Reagan was offered such a deal (a 3-1 ratio of spending cuts to tax increases) in 1982, and it’s the reason he reluctantly agreed to the largest tax increase of his presidency, the “Tax Equity and Fiscal Responsibility Act of 1982.“ The Democratic Congress then promptly proceeded to ignore the planned spending cuts. George H.W. Bush encountered the same trick in 1990. It cost him the presidency. The same idea was tossed out last summer — and smartly rejected by the GOP.

What’s the saying? Fool me once, shame on you. Fool me twice, shame on me.

Now for the structural reasons why conservatives have more to lose from compromising on big things. Conservatives are often called “reactionary.” This is simplistic, and meant to be derisive. But there is also some truth to it. In many cases, conservatives are attempting to conserve the status quo, which they may see as “tradition” or even a strict adherence to the Constitution.

Based on that paradigm, conservatives are always playing defense, and thus, eventually destined to lose.

This is because it’s not like the left seeks a compromise once, and then retreats. Public policy battles are usually won incrementally, via a series of “common sense” sounding compromises (thus, the smoker was first pushed into a “smoking” section before he was forced out of the restaurant entirely.)

A few years ago, I explained the concept in terms that most could easily identify with (forgive me for the length):

Let’s say your wife wants to live in New York to be close to her parents, but you want to preserve the status quo and stay in California (where you are from). Eventually your wife might offer to move to Nebraska (this means you both avoid having to fly across the country). By offering up this compromise, your wife appears to be the “adult.” You reluctantly accept.

A year later, though, your wife once again brings up the fact that she still wants to live in New York — after all, her parents are getting older (and by the way, she adds, “Nebraska stinks!”).

After much debate (and some marriage counseling), you may well decide to “compromise” and move to Ohio. (This at least allows your wife to be a quick plane trip away from her folks.)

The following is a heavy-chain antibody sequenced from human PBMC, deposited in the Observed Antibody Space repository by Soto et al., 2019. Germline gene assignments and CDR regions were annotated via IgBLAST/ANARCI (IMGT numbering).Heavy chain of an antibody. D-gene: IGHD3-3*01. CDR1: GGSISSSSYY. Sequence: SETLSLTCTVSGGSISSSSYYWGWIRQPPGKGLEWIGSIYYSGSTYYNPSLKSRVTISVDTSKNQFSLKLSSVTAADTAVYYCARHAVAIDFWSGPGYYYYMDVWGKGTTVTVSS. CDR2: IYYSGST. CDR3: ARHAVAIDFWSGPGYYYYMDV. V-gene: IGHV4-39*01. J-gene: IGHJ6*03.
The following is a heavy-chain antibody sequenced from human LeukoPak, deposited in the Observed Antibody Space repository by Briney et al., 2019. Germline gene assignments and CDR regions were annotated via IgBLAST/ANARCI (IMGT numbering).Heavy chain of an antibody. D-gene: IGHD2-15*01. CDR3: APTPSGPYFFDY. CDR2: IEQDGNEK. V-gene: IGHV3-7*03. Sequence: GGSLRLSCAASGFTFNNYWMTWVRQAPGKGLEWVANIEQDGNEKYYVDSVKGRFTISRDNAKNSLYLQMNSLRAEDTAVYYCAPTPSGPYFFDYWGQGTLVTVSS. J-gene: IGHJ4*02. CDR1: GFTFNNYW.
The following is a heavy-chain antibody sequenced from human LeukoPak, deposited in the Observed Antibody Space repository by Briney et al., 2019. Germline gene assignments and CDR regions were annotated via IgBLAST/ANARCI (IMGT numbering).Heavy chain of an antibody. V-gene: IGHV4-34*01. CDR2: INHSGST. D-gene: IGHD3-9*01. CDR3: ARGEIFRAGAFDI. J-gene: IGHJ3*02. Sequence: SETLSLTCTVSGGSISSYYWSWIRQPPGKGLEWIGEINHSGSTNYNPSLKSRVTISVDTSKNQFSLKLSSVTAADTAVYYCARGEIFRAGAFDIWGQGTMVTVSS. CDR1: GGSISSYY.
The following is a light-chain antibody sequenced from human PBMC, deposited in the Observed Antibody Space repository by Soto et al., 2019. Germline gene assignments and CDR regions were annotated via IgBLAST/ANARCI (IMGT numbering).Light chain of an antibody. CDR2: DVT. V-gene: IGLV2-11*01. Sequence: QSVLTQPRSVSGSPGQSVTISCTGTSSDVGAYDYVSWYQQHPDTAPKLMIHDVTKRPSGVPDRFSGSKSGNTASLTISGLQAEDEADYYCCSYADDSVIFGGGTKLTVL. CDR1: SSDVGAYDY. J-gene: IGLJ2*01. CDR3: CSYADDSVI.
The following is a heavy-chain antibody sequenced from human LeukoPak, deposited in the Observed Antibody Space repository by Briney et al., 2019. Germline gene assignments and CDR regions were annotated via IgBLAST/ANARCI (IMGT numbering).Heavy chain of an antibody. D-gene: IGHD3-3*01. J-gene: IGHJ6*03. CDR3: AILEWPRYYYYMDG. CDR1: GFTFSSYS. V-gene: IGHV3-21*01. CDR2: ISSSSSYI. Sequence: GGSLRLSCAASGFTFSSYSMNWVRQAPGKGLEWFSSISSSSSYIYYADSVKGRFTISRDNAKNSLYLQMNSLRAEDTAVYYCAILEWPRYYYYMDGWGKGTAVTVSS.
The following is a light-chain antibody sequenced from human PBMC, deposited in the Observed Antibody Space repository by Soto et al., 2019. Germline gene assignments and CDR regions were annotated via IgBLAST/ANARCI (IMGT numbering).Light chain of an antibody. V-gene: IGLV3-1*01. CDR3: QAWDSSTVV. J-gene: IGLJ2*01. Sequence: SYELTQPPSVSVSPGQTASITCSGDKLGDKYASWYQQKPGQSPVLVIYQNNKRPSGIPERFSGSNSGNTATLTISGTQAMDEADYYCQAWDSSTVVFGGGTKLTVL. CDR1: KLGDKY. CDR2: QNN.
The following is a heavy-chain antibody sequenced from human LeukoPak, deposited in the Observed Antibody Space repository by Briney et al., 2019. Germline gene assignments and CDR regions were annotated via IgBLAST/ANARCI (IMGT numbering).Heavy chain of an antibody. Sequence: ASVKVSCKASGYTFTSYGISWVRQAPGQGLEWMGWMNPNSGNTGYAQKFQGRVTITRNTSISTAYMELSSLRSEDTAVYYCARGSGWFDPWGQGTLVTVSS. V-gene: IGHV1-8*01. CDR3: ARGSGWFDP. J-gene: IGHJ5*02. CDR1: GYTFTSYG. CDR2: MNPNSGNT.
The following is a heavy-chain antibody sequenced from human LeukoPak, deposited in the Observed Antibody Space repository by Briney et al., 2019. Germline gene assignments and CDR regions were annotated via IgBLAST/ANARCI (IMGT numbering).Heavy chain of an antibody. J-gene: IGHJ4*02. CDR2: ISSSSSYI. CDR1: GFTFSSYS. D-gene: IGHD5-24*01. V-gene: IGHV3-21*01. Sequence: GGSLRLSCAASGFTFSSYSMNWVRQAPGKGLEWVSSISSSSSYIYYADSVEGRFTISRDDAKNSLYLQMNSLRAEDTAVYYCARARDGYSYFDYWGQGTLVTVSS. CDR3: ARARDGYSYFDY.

Predictably, though, sometime later, your father-in-law has a bad health scare and your wife again revisits the idea of moving to New York. You realize that there is little reason for you to stay in Ohio, anyway, so you finally consent. (That, my friends, is how wars are lost without a bullet being fired).

This represents the danger of compromise when one side is perpetually on the offense and the other side just desperately attempts to keep what territory he has. Concessions aren’t really concessions when they are temporary (think of a man driving a nail with a hammer — the backswing is just as important as the forward swing).

(A real compromise would have only been possible had you, instead of hoping to preserve the status quo by staying put in California, raised the idea of moving to Hawaii.)

Of course, deciding where to live isn’t really a matter of principle. But deciding to compromise on issues such as the right to life or the Second Amendment (or any other issues politicians confront daily) does involve principles — for both sides.

Conservatives frequently find themselves seeking to preserve the status quo and defend American traditions. As such, liberals are often, over time, able to accomplish their goals by continuously asking for more, and compromising for slightly less.

And when conservatives refuse to compromise further, they are cast as the villains. The public says: Can’t they just meet in the middle?

But just as the man who wanted to stay in California eventually found himself in New York, we may someday wake up not recognizing our own nation. And that is the danger of compromising on principles.

This is all a very long way of saying that this is complicated. There are times to be stubborn and times to compromise. And sometimes it’s hard to know the difference between the two. But the notion that compromise is always good — and that Republicans are the ones always blocking compromise — is both simplistic and false.